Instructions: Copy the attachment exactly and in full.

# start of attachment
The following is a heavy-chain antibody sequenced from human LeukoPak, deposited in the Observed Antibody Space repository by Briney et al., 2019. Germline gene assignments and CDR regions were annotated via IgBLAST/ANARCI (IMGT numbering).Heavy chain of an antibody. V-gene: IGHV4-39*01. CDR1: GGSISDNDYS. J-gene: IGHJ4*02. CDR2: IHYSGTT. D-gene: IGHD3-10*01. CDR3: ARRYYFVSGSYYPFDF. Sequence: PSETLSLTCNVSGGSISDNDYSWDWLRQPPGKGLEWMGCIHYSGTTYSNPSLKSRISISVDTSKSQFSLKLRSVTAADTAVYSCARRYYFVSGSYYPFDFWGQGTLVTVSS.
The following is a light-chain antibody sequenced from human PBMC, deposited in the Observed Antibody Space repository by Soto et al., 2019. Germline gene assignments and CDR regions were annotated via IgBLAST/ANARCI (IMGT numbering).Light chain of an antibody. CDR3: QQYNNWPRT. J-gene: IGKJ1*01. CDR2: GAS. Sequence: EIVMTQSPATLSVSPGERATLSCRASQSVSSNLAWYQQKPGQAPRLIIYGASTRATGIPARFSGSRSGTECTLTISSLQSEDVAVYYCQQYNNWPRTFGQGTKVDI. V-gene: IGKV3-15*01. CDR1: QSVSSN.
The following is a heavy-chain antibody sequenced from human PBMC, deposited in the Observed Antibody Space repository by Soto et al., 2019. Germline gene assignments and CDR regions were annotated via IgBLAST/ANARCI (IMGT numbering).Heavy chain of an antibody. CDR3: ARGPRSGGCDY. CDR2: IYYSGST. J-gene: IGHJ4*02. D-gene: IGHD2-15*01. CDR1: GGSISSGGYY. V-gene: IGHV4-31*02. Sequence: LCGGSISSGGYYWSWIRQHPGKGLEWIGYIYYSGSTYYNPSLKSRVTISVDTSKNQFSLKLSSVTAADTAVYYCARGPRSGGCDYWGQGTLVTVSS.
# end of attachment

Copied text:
The following is a heavy-chain antibody sequenced from human LeukoPak, deposited in the Observed Antibody Space repository by Briney et al., 2019. Germline gene assignments and CDR regions were annotated via IgBLAST/ANARCI (IMGT numbering).Heavy chain of an antibody. V-gene: IGHV4-39*01. CDR1: GGSISDNDYS. J-gene: IGHJ4*02. CDR2: IHYSGTT. D-gene: IGHD3-10*01. CDR3: ARRYYFVSGSYYPFDF. Sequence: PSETLSLTCNVSGGSISDNDYSWDWLRQPPGKGLEWMGCIHYSGTTYSNPSLKSRISISVDTSKSQFSLKLRSVTAADTAVYSCARRYYFVSGSYYPFDFWGQGTLVTVSS.
The following is a light-chain antibody sequenced from human PBMC, deposited in the Observed Antibody Space repository by Soto et al., 2019. Germline gene assignments and CDR regions were annotated via IgBLAST/ANARCI (IMGT numbering).Light chain of an antibody. CDR3: QQYNNWPRT. J-gene: IGKJ1*01. CDR2: GAS. Sequence: EIVMTQSPATLSVSPGERATLSCRASQSVSSNLAWYQQKPGQAPRLIIYGASTRATGIPARFSGSRSGTECTLTISSLQSEDVAVYYCQQYNNWPRTFGQGTKVDI. V-gene: IGKV3-15*01. CDR1: QSVSSN.
The following is a heavy-chain antibody sequenced from human PBMC, deposited in the Observed Antibody Space repository by Soto et al., 2019. Germline gene assignments and CDR regions were annotated via IgBLAST/ANARCI (IMGT numbering).Heavy chain of an antibody. CDR3: ARGPRSGGCDY. CDR2: IYYSGST. J-gene: IGHJ4*02. D-gene: IGHD2-15*01. CDR1: GGSISSGGYY. V-gene: IGHV4-31*02. Sequence: LCGGSISSGGYYWSWIRQHPGKGLEWIGYIYYSGSTYYNPSLKSRVTISVDTSKNQFSLKLSSVTAADTAVYYCARGPRSGGCDYWGQGTLVTVSS.